• Day 1: 5th November 2021

  • Day 2: 6th November 2021

    • 07:30 – 08:30 Breakfast
    • 08:30 – 10:30 Oral Presentations I
    • 10:30 – 12:30 Poster Session I
    • 12:30 – 13:30 Lunch
    • 13:30 – 17:00 Workshops I & II
    • 17:00 – 19:00 Poster Session II + Coffee break
    • 19:00 – 20:00 Dinner
    • 20:00 – 23:00 Socializing

  • Day 3: 7th November 2021

    • 07:30 – 08:30 Breakfast
    • 08:30 – 11:00 Oral Presentations II
    • 11:00 – 11:30 Coffee break
    • 11:30 – 12.30 Keynote Speaker II
    • 12:30 – 13:30 Lunch
    • 13:30 – 14:00 Closing Remarks

About the speakers:

Michael Frotscher Keynote Lecture I:

Dr. Sanja Bauer Mikulovic

Title of talk: Neural networks underlying interaction between cognition and emotion

Humans are – just like mice and rats – social beings. We learn and understand our environment not only cognitively but also emotionally, for example through interactions with others. That is why we store emotional memories in addition to purely cognitive memory content and often both types of memory are linked. My talk will address these questions.

  • How exactly do cognition and emotion interact in the brain?
  • How does information about rational connections and about feelings reach the emory structures of the brain?

Affiliation: German Centre for Neurodegenerative Diseases – Helmholtz Foundation (DZNE) Bonn, Germany

Keynote Lecture II:

Dr. Rainer Schwarting

Title of talk: Sounds in sílence – deploying ultrasonic vocalizations in rodent neurobehavioral research

This lecture will address the following questions:

  • What are ultrasonic vocalizations?
  • How can they be measured, presented and interpreted?
  • What are major research areas where they are applied (basic research, psychopharmacology, neurobiology, animal models of human diseases and disorders)?

Affiliation: Philipps University Marburg, Germany

Workshop I:

Science Communication

Dr. Bradley van Paridon

Sharing Your Research with The World: From Writing to Podcasting

    Affiliation: Freelance science writer, journalist, and podcaster. Marburg, Germany

    “Have you ever thought about starting a blog or podcast to showcase your research? There is a growing public interest in research and information (but also misinformation) has never been as accessible as today, so this is the best time to get started on a science outreach project! Academic and research institutions realized this and are beginning to cherish science communication skills as advantageous capabilities of modern scientists. Science communication is therefore no longer just a minor matter and tackling if can help to facilitate one’s research career. In this workshop we will discuss the common challenges ofc ommunicating science outside of a specialty area, such as avoiding jargon or how to deal with uncertainty. We will also learn about the importance of knowing the audience and the basic elements that make a great story. These ideas and concepts will be learned through interactive group discussions, exercises and practical skills activities centered around two common communication mediums: Writing and podcasting. Emphasis will be placed on group participation and practical skills so participants can expect to walk away with the beginnings of a project and the skills to continue it after completing the workshop.”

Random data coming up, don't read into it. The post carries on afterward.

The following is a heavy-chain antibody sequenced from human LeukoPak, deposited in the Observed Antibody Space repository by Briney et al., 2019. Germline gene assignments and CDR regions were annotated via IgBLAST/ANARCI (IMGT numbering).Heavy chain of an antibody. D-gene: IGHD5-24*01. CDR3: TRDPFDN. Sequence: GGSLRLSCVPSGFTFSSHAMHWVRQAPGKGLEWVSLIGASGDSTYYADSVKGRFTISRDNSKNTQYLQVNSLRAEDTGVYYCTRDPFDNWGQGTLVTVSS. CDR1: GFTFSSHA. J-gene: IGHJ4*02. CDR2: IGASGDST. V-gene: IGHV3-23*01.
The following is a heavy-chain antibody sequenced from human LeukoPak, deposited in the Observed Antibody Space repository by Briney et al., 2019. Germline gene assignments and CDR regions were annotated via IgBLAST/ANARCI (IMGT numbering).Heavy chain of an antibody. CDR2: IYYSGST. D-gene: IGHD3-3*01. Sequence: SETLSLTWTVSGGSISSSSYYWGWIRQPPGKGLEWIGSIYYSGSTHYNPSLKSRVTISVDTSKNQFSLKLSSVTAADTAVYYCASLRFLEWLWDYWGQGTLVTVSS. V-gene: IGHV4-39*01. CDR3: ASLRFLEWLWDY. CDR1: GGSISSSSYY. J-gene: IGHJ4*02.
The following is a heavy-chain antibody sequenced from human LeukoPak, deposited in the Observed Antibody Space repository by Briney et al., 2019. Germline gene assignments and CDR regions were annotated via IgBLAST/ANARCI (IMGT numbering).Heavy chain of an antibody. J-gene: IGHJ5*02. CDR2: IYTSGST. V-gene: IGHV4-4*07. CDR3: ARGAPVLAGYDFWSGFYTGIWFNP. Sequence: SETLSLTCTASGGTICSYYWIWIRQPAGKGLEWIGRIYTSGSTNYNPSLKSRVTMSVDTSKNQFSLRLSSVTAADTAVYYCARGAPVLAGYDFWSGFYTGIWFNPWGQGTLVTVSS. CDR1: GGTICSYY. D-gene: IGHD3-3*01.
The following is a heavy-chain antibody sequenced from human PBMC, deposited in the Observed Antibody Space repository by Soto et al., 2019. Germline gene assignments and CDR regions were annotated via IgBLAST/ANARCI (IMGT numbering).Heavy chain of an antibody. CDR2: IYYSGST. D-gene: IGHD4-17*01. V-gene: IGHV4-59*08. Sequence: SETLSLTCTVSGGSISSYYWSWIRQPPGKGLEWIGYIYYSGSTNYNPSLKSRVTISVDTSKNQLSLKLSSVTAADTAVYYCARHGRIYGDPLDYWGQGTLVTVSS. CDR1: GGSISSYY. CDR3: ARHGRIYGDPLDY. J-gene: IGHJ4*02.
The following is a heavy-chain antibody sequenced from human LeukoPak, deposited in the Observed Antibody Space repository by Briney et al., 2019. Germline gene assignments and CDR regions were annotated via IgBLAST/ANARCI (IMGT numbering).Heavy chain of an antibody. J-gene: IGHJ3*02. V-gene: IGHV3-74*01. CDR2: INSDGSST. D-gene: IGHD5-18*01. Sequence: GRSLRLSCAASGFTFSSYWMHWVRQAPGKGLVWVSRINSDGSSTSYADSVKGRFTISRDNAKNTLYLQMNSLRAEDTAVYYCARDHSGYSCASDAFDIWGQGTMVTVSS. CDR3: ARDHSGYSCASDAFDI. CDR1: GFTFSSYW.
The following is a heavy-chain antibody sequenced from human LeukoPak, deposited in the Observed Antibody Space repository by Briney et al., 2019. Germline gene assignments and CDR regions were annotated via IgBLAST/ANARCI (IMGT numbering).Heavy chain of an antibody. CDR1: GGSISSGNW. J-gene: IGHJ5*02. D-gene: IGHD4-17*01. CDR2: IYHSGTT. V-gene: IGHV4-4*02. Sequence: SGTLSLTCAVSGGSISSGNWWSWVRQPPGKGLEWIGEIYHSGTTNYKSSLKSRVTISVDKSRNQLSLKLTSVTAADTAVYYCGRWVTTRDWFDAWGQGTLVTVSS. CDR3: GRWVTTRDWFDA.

Workshop II:

    Data Visualization

    Dr. Tracey Weissgerber

    Data visualization: How to recognize and fix common problems

    Affiliation: QUEST Center–Quality | Ethics | Open Science | Translation, Berlin Institute of Health, Charité -Universitätsmedizin Berlin, Germany

    “This workshop will examine strategies for making informative and transparent figures. We’ll discuss strategies for designing scientific figures that are accessible to a broad audience. Participants will then learn to identify and fix common data visualization problems. Techniques discussed will include replacing bar graphs of continuous data with more informative graphics, ensuring that the figure structure matches the study design, and techniques for avoiding overplotting. Attendees will also learn to create visualizations that are accessible to colorblind readers and to design informative figures using images (photographs, microscopy images, etc.).”